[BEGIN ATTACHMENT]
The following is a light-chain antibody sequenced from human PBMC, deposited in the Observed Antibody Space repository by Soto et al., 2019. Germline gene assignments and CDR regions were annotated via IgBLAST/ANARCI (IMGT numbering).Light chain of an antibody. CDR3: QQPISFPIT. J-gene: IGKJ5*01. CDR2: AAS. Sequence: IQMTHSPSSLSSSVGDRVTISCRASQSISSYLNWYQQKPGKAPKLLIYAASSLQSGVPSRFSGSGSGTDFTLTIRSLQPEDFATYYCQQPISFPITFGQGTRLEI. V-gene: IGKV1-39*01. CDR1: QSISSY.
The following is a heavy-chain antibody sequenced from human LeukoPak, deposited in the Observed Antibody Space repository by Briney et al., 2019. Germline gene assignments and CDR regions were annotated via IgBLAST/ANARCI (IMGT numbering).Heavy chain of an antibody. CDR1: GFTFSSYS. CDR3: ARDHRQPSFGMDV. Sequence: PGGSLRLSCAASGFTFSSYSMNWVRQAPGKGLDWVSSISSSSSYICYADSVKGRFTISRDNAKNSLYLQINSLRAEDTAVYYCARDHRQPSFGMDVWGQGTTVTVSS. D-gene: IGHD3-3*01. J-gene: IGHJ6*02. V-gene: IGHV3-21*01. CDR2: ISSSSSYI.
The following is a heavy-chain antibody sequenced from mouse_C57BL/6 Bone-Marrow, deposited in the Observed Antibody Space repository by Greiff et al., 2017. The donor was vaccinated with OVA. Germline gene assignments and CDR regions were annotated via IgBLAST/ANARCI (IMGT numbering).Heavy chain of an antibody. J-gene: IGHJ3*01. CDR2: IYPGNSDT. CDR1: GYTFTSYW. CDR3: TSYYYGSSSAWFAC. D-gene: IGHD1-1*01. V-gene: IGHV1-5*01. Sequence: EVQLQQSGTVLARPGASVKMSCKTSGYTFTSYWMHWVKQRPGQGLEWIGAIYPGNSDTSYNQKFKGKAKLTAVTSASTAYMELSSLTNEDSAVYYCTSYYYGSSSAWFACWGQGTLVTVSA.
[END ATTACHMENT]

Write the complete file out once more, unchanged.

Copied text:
The following is a light-chain antibody sequenced from human PBMC, deposited in the Observed Antibody Space repository by Soto et al., 2019. Germline gene assignments and CDR regions were annotated via IgBLAST/ANARCI (IMGT numbering).Light chain of an antibody. CDR3: QQPISFPIT. J-gene: IGKJ5*01. CDR2: AAS. Sequence: IQMTHSPSSLSSSVGDRVTISCRASQSISSYLNWYQQKPGKAPKLLIYAASSLQSGVPSRFSGSGSGTDFTLTIRSLQPEDFATYYCQQPISFPITFGQGTRLEI. V-gene: IGKV1-39*01. CDR1: QSISSY.
The following is a heavy-chain antibody sequenced from human LeukoPak, deposited in the Observed Antibody Space repository by Briney et al., 2019. Germline gene assignments and CDR regions were annotated via IgBLAST/ANARCI (IMGT numbering).Heavy chain of an antibody. CDR1: GFTFSSYS. CDR3: ARDHRQPSFGMDV. Sequence: PGGSLRLSCAASGFTFSSYSMNWVRQAPGKGLDWVSSISSSSSYICYADSVKGRFTISRDNAKNSLYLQINSLRAEDTAVYYCARDHRQPSFGMDVWGQGTTVTVSS. D-gene: IGHD3-3*01. J-gene: IGHJ6*02. V-gene: IGHV3-21*01. CDR2: ISSSSSYI.
The following is a heavy-chain antibody sequenced from mouse_C57BL/6 Bone-Marrow, deposited in the Observed Antibody Space repository by Greiff et al., 2017. The donor was vaccinated with OVA. Germline gene assignments and CDR regions were annotated via IgBLAST/ANARCI (IMGT numbering).Heavy chain of an antibody. J-gene: IGHJ3*01. CDR2: IYPGNSDT. CDR1: GYTFTSYW. CDR3: TSYYYGSSSAWFAC. D-gene: IGHD1-1*01. V-gene: IGHV1-5*01. Sequence: EVQLQQSGTVLARPGASVKMSCKTSGYTFTSYWMHWVKQRPGQGLEWIGAIYPGNSDTSYNQKFKGKAKLTAVTSASTAYMELSSLTNEDSAVYYCTSYYYGSSSAWFACWGQGTLVTVSA.